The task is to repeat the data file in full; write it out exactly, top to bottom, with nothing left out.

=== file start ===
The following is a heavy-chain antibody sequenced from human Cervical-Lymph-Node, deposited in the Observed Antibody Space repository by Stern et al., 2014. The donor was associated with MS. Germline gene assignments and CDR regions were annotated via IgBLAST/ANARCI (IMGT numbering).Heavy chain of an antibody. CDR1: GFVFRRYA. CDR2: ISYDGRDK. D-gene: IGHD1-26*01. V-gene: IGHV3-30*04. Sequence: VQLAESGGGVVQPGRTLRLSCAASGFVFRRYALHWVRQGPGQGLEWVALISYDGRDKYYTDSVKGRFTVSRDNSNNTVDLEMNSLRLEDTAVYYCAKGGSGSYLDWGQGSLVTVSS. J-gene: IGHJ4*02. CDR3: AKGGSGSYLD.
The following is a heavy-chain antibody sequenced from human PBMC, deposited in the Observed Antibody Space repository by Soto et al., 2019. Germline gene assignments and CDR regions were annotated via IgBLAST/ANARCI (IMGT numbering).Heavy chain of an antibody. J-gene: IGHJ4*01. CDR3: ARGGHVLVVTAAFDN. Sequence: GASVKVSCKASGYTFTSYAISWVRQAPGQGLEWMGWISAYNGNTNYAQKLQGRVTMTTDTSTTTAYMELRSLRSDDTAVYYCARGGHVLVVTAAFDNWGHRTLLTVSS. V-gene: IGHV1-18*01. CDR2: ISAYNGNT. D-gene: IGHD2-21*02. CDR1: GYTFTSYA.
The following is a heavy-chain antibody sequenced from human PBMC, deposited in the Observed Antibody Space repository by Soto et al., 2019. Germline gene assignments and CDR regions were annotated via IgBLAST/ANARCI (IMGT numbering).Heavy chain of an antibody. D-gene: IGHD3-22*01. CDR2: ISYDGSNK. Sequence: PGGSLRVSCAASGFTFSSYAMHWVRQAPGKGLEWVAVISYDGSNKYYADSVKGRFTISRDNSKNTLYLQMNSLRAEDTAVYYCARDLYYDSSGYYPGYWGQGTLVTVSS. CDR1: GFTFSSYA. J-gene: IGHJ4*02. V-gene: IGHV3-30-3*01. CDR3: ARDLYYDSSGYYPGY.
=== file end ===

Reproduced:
The following is a heavy-chain antibody sequenced from human Cervical-Lymph-Node, deposited in the Observed Antibody Space repository by Stern et al., 2014. The donor was associated with MS. Germline gene assignments and CDR regions were annotated via IgBLAST/ANARCI (IMGT numbering).Heavy chain of an antibody. CDR1: GFVFRRYA. CDR2: ISYDGRDK. D-gene: IGHD1-26*01. V-gene: IGHV3-30*04. Sequence: VQLAESGGGVVQPGRTLRLSCAASGFVFRRYALHWVRQGPGQGLEWVALISYDGRDKYYTDSVKGRFTVSRDNSNNTVDLEMNSLRLEDTAVYYCAKGGSGSYLDWGQGSLVTVSS. J-gene: IGHJ4*02. CDR3: AKGGSGSYLD.
The following is a heavy-chain antibody sequenced from human PBMC, deposited in the Observed Antibody Space repository by Soto et al., 2019. Germline gene assignments and CDR regions were annotated via IgBLAST/ANARCI (IMGT numbering).Heavy chain of an antibody. J-gene: IGHJ4*01. CDR3: ARGGHVLVVTAAFDN. Sequence: GASVKVSCKASGYTFTSYAISWVRQAPGQGLEWMGWISAYNGNTNYAQKLQGRVTMTTDTSTTTAYMELRSLRSDDTAVYYCARGGHVLVVTAAFDNWGHRTLLTVSS. V-gene: IGHV1-18*01. CDR2: ISAYNGNT. D-gene: IGHD2-21*02. CDR1: GYTFTSYA.
The following is a heavy-chain antibody sequenced from human PBMC, deposited in the Observed Antibody Space repository by Soto et al., 2019. Germline gene assignments and CDR regions were annotated via IgBLAST/ANARCI (IMGT numbering).Heavy chain of an antibody. D-gene: IGHD3-22*01. CDR2: ISYDGSNK. Sequence: PGGSLRVSCAASGFTFSSYAMHWVRQAPGKGLEWVAVISYDGSNKYYADSVKGRFTISRDNSKNTLYLQMNSLRAEDTAVYYCARDLYYDSSGYYPGYWGQGTLVTVSS. CDR1: GFTFSSYA. J-gene: IGHJ4*02. V-gene: IGHV3-30-3*01. CDR3: ARDLYYDSSGYYPGY.